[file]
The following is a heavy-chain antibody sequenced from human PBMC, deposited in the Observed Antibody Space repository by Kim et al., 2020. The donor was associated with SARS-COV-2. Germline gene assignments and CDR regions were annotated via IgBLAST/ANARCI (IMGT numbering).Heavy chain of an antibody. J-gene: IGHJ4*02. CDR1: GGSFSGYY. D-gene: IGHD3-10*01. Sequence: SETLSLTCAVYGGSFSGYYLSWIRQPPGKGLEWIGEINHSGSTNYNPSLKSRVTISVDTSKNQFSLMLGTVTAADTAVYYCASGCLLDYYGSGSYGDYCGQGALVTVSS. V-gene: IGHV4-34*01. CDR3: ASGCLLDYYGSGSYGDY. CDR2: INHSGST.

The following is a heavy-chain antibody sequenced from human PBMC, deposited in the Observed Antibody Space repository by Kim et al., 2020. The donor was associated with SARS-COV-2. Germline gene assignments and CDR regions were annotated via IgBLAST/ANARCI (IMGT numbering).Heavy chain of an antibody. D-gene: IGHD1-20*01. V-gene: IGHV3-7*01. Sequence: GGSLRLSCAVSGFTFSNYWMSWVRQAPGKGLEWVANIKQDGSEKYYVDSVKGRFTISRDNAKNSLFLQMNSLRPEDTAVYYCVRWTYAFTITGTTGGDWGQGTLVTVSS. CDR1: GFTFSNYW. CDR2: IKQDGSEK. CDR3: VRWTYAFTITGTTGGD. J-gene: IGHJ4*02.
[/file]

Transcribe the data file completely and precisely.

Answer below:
The following is a heavy-chain antibody sequenced from human PBMC, deposited in the Observed Antibody Space repository by Kim et al., 2020. The donor was associated with SARS-COV-2. Germline gene assignments and CDR regions were annotated via IgBLAST/ANARCI (IMGT numbering).Heavy chain of an antibody. J-gene: IGHJ4*02. CDR1: GGSFSGYY. D-gene: IGHD3-10*01. Sequence: SETLSLTCAVYGGSFSGYYLSWIRQPPGKGLEWIGEINHSGSTNYNPSLKSRVTISVDTSKNQFSLMLGTVTAADTAVYYCASGCLLDYYGSGSYGDYCGQGALVTVSS. V-gene: IGHV4-34*01. CDR3: ASGCLLDYYGSGSYGDY. CDR2: INHSGST.

The following is a heavy-chain antibody sequenced from human PBMC, deposited in the Observed Antibody Space repository by Kim et al., 2020. The donor was associated with SARS-COV-2. Germline gene assignments and CDR regions were annotated via IgBLAST/ANARCI (IMGT numbering).Heavy chain of an antibody. D-gene: IGHD1-20*01. V-gene: IGHV3-7*01. Sequence: GGSLRLSCAVSGFTFSNYWMSWVRQAPGKGLEWVANIKQDGSEKYYVDSVKGRFTISRDNAKNSLFLQMNSLRPEDTAVYYCVRWTYAFTITGTTGGDWGQGTLVTVSS. CDR1: GFTFSNYW. CDR2: IKQDGSEK. CDR3: VRWTYAFTITGTTGGD. J-gene: IGHJ4*02.